Quite a long time ago now I saw a mini video documentary about Vocaloid, and specifically Hatsune Miku, a virtual singer popular enough in Japan to have real-life concerts. This absolutely blew my mind, I mean think about it: technology was able to create a singer out of thin air, and people liked it so much that they figured out how to do a concert where the singer wasn't a real person.

Ok, perhaps I should back up a little bit and explain better, Vocaloid is a piece of software created by Yamaha (the only instrument and motorcycle company) released in 2004 (hey look that's when I was born) designed to produce text-to-speech in music. Then in 2007 they released Volaloid 2 including new "singers", one of which was Hatsune Miku, a character who's voice comes from samples of Saki Fujita's voice. Hatsune Miku was popular enough to have multiple concerts for which they used a special reverse-projection screen to look like she's actually on the stage (i.e. the screen is transparent).

With the history out of the way on to my thoughts, as well as the impressive and absolutely neat technology involved. Like I said when I first heard of this I was absolutely amazed, though I didn't look into it further because I was quite young at the time and didn't think to try look up songs on youtube. Partially my enthusiasm was due to my desire at the time to live in Tokyo, or even just Japan in general, which was in turn due to my watching this youtube series as it came out (wow that was 7 years ago). But there was also a piece of me that just thought it was absolutely insane that given the state of text-to-speech (remember early Siri?) at the time, there was any way to produce music out of it, combined with the fact that they made a virtual character come to life and I was sold. But even now I still find it absolutely amazing, and I absolutely intend on attending one of those concerts at some point, but now I can have even more of an appreciation for the technology involved.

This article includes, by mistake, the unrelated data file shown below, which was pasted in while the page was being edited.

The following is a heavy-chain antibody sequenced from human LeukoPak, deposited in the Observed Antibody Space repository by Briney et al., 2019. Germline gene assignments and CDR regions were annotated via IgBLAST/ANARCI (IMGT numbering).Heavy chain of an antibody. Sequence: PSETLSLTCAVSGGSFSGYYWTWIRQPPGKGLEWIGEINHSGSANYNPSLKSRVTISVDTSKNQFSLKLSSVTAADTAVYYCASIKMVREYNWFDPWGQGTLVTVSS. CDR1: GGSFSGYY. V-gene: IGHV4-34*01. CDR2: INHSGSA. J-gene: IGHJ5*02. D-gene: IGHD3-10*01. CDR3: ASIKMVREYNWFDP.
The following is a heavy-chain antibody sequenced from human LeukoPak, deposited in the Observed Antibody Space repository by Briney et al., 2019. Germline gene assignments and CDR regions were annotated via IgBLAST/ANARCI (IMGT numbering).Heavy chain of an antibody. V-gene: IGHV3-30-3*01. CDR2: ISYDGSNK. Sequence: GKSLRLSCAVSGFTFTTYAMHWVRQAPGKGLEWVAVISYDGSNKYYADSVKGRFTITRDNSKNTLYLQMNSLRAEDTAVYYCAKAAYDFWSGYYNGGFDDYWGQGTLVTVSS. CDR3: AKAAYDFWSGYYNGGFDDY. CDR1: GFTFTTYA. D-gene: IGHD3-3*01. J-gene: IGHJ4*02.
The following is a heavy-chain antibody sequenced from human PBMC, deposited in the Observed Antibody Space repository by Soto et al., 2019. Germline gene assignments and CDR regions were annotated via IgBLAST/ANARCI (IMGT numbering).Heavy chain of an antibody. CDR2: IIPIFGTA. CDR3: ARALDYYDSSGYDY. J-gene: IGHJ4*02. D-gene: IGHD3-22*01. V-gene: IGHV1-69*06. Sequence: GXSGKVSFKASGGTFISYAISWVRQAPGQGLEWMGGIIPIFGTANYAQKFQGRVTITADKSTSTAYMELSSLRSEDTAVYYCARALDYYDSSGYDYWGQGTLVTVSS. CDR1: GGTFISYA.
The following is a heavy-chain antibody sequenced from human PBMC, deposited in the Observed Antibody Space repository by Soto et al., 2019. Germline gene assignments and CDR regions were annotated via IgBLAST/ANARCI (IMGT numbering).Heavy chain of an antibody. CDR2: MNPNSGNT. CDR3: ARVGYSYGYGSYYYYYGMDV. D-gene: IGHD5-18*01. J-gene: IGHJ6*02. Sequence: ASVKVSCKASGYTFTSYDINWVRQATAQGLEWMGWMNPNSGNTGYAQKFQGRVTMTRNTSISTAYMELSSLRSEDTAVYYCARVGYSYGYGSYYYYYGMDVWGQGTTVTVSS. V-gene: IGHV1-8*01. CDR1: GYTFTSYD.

I know this was a bit of a short post and originally I was planning on talking more specifically on the technology but I didn't end up implementing a text-to-speech of my own yet like I planned due to losing interest in the project so for now that's really all I have to say unfortunately. I was also going to say more about my personal fascination with it but I legitimately can't pin that down, so for now this is all I have for you. Keep an eye out for a part 2 though.